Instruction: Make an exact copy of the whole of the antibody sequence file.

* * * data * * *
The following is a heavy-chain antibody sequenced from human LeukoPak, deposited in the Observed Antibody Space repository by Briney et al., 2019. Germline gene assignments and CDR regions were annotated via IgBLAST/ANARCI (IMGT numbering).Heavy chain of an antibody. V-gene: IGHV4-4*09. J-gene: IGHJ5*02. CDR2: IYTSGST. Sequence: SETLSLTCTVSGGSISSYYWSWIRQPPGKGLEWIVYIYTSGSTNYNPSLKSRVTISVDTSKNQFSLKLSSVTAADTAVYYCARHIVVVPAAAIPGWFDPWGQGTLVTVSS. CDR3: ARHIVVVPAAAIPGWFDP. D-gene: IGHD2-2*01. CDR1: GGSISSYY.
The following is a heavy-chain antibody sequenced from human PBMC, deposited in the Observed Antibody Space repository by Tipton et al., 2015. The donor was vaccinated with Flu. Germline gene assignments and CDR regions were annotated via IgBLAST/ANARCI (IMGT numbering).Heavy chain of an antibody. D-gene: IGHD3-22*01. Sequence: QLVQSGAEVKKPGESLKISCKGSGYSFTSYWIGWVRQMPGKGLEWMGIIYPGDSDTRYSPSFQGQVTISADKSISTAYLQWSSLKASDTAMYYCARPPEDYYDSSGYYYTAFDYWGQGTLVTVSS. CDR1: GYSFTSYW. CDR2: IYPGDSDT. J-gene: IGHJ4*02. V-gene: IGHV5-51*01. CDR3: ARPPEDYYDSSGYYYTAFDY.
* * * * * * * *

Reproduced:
The following is a heavy-chain antibody sequenced from human LeukoPak, deposited in the Observed Antibody Space repository by Briney et al., 2019. Germline gene assignments and CDR regions were annotated via IgBLAST/ANARCI (IMGT numbering).Heavy chain of an antibody. V-gene: IGHV4-4*09. J-gene: IGHJ5*02. CDR2: IYTSGST. Sequence: SETLSLTCTVSGGSISSYYWSWIRQPPGKGLEWIVYIYTSGSTNYNPSLKSRVTISVDTSKNQFSLKLSSVTAADTAVYYCARHIVVVPAAAIPGWFDPWGQGTLVTVSS. CDR3: ARHIVVVPAAAIPGWFDP. D-gene: IGHD2-2*01. CDR1: GGSISSYY.
The following is a heavy-chain antibody sequenced from human PBMC, deposited in the Observed Antibody Space repository by Tipton et al., 2015. The donor was vaccinated with Flu. Germline gene assignments and CDR regions were annotated via IgBLAST/ANARCI (IMGT numbering).Heavy chain of an antibody. D-gene: IGHD3-22*01. Sequence: QLVQSGAEVKKPGESLKISCKGSGYSFTSYWIGWVRQMPGKGLEWMGIIYPGDSDTRYSPSFQGQVTISADKSISTAYLQWSSLKASDTAMYYCARPPEDYYDSSGYYYTAFDYWGQGTLVTVSS. CDR1: GYSFTSYW. CDR2: IYPGDSDT. J-gene: IGHJ4*02. V-gene: IGHV5-51*01. CDR3: ARPPEDYYDSSGYYYTAFDY.